What is a Casino?


When most people think of a Casino they picture a giant hotel and entertainment complex like Las Vegas, with bright lights and plenty of fun and games. But in reality, casinos can be much smaller establishments defined more by the types of gambling they offer than by their glitz and glamour.

Casinos are commercial businesses that make billions each year for the owners, shareholders, investors and Native American tribes. They also rake in millions of dollars in taxes, fees and other payments for state and local governments. The most successful casinos focus their investments on high-stakes gamblers, who are rewarded with free luxury suites and other amenities.

According to a study conducted for the American Gaming Association by Peter D. Hart Research Associates and Luntz Research Companies, in 2002, the average casino patron is a forty-six-year-old female from a household with above-average income. The majority of respondents go to the casino with family and friends. And almost half feel that casino gambling is socially acceptable.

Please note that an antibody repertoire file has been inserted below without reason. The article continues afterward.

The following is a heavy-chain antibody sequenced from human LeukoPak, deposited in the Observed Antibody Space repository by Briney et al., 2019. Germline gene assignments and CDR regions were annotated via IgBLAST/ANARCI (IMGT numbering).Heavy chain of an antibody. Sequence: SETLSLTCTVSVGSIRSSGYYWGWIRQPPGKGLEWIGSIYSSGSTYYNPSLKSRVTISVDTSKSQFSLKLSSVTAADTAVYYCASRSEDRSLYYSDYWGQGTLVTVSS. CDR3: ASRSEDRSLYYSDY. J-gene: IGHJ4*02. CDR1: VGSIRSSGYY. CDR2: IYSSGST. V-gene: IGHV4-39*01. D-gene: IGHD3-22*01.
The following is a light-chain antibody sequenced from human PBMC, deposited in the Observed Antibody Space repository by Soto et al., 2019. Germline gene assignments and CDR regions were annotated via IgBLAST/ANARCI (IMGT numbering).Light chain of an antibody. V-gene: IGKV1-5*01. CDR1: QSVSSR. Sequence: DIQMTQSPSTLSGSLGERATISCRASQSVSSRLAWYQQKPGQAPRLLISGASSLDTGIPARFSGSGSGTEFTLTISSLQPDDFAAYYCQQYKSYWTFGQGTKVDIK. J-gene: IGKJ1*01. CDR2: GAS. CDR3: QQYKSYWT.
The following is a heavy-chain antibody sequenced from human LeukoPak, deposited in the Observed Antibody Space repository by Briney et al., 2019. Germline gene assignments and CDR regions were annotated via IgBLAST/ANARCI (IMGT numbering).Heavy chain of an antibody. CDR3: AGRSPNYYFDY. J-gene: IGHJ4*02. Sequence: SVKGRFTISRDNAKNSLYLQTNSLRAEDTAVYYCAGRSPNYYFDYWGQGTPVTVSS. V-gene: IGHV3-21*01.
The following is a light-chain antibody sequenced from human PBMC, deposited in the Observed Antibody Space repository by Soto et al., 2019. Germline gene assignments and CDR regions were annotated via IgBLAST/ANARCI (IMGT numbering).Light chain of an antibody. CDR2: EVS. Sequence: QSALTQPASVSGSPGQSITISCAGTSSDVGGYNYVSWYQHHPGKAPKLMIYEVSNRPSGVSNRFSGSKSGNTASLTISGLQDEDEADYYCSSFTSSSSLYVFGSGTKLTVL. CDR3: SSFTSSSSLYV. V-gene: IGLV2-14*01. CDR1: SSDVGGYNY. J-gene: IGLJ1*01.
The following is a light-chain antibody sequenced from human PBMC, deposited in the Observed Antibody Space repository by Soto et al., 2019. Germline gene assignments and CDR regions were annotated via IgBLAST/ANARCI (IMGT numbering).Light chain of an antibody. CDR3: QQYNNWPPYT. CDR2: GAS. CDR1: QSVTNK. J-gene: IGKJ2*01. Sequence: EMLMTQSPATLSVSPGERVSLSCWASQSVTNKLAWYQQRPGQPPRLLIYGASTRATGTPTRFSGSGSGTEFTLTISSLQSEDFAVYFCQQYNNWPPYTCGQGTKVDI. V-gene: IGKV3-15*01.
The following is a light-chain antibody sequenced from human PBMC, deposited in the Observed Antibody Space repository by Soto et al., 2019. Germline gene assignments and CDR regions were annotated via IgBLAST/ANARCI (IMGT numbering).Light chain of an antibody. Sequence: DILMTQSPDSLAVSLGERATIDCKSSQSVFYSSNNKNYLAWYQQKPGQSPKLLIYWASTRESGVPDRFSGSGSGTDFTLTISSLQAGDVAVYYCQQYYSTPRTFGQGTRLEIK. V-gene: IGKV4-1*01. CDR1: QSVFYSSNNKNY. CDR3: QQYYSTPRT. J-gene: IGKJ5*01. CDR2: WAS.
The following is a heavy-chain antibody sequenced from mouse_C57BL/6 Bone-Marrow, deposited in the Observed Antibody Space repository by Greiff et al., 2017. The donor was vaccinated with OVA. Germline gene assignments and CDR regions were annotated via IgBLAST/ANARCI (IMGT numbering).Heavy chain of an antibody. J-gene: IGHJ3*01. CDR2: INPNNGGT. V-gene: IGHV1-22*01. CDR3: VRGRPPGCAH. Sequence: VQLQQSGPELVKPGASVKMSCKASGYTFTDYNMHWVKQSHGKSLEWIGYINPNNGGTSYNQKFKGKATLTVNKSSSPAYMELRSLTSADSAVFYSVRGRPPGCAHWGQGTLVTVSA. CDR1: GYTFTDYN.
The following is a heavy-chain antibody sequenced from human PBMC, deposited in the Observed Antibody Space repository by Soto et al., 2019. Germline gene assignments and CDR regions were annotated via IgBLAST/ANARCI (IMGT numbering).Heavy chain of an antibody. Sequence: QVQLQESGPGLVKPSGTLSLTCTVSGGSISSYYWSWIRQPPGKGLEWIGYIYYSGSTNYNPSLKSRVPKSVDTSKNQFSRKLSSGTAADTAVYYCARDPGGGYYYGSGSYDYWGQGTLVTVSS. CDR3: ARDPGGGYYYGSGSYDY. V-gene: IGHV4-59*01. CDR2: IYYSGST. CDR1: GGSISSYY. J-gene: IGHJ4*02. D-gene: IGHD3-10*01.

Casinos use many strategies to lure patrons and keep them gambling. For example, slot machines are arranged in a mazelike fashion so that wandering patrons are constantly enticed with more gambling options. In addition, slot machine noises are electronically tuned to the musical key of C in order to be pleasing to the ear and blend in with the ambient noise. Casino employees have good insight into which machines are the most profitable and may be willing to share this information for a tip.